Hardliners like Zhalobnyuk believe that Russian culture cannot be separated from Russian aggression. “First they send a ballerina. Then they send a float,” he says. The National Opera of Ukraine has stopped playing works by Russian composers. “If you like Russian culture, you must like detention camps, deportation, everything that goes with it,” adds Zhalobnyuk.
Yevgeny Golubovsky receives us a few kilometers away in an apartment on the ground floor of a shabby concrete skyscraper. The walls are lined with books and oil paintings. The 85-year-old former engineer, journalist and editor has been called Odessa’s living memory. He has published books on the art and literature of many countries, including Greece and Italy, Russia and Ukraine. “I think culture has no borders,” he says.
Golubovsky remembers World War II well. His father was injured fighting the Nazis. His mother was a doctor. “For me, the enemy was the Nazis, the Germans. I am Jewish. You understand how this could have ended…”
Many Odessa Jews fled the pogroms of the early 20th century. After World War I, the first Zionists left Odessa for Palestine, where they founded the city of Tel Aviv.
Until World War II, Odessa was home to 180,000 Jews, the largest Jewish community in the Soviet Union. Most perished at the hands of the Nazis. Jewish culture nonetheless left a lasting influence on the city’s cuisine, dialect, and humor.
Golubovsky didn’t like the Soviets either. He published himself and organized clandestine art exhibitions. He rejects the idea that Odessa was a Russian city, although it was founded by Catherine the Great in 1794. She named it after the Greek hero Odysseus – Odysseus – but insisted on feminizing the name.
Even the spelling of the city’s name has become politicized, with Ukrainian patriots abandoning Russian Odessa for their own spelling, Odessa.
“Odessa is a European city,” says Golubovsky. “It was built above a Greek colony. It embodies the Mediterranean culture. The Turks were expelled by the Russians in the 18th century. Then it became part of Ukraine and a melting pot where many nationalities melted.
Golubovsky spent practically his entire life in Odessa. He loves the Black Sea – whose shores have become inaccessible in times of war – and its neo-classical architecture. “Above all, I love the free spirit of Odessa,” he says. “When Pushkin was living in exile in Odessa in the 1820s, he wrote: ‘Everything breathes freedom here. It was a free European city in a Russia as brutal as the Mongols.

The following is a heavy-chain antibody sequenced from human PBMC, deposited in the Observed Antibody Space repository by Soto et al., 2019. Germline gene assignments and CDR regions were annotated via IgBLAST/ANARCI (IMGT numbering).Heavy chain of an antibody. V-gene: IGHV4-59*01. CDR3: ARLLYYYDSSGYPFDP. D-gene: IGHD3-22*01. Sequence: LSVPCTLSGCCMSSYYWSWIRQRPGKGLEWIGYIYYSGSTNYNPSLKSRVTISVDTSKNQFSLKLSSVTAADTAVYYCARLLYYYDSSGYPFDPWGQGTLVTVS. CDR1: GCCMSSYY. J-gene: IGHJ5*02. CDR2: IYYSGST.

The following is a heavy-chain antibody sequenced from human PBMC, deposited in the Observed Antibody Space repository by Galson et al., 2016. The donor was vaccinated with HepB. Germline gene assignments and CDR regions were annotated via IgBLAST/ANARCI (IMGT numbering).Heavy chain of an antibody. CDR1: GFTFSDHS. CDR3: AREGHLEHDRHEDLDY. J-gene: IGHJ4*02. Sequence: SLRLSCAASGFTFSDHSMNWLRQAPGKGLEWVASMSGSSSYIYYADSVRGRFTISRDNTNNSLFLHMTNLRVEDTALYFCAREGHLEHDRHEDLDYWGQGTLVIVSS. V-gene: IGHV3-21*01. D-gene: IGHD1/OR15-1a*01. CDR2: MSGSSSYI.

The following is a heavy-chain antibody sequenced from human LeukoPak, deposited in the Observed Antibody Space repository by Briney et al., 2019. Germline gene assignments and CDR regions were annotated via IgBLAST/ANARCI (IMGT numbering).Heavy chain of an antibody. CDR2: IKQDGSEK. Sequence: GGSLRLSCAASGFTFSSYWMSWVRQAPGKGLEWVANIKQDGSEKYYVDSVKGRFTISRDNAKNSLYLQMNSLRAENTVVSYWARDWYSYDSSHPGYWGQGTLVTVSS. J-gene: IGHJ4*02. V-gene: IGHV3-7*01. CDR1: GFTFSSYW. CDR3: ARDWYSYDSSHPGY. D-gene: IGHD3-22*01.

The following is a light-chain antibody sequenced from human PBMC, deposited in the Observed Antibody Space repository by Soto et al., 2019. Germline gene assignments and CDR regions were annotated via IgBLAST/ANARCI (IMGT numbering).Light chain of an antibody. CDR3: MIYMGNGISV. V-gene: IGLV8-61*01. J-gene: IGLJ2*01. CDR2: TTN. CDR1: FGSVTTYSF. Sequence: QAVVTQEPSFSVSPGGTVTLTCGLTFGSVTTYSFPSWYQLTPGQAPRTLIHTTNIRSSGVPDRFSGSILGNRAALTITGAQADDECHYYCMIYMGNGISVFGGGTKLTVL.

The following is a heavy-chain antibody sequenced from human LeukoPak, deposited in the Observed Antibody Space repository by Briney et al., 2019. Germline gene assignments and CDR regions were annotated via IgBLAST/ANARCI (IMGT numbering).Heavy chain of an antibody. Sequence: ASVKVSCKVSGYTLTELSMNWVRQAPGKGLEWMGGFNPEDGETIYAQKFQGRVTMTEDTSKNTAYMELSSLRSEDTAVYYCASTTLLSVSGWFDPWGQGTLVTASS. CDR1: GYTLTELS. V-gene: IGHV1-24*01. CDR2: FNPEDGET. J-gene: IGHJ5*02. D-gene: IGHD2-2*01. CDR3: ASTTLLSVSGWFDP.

The anti-Pushkin campaign “reproaches him for two or three poems he wrote at the end of his life, and for not having supported the Polish revolt against the Russians”, says Golubovsky. “You can say it was a mistake, but he wasn’t a politician. Before Pushkin, the Russian language was archaic. He created the modern Russian language.
But it is precisely this language that many Ukrainians now oppose, I interrupt you. “No language is ever guilty,” says Golubovsky. “We fought with Germany. No one ever banned Beethoven. When I hear that they ban Tchaikovsky, I feel shame for people with twisted minds.
Golubovsky understands the passionate hatred that many Ukrainians now feel towards Russia. “When you see dead children, it creates an emotional explosion. I think in five years it will calm down.
He cites as an example the statue of Catherine the Great – Ukrainians simply call her Catherine or Catherine II – which dominates a roundabout above the Black Sea. Zhalobnyuk wants it dismantled.
The original statue was removed by the Soviets after the 1917 revolution and replaced with a statue from the battleship Potemkin, where the Bolshevik revolt began. After Ukraine gained independence in 1991, the city council, where Golubovsky was a representative, moved Potemkin’s statue and brought Catherine back.
I tell Golubovsky what Zhalobnyuk said about Russian culture as an instrument of imperialism, about sending a ballerina in front of a tank.
“It’s possible,” said the old man, smiling. “But in 1968, when the Soviet Union decided to punish Czechoslovakia and sent the Red Army to Prague, the only [Soviet] person who raised his voice was [the poet Yevgeny] Yevtushenko, who published Tanks in Prague. Sometimes it works the other way around. »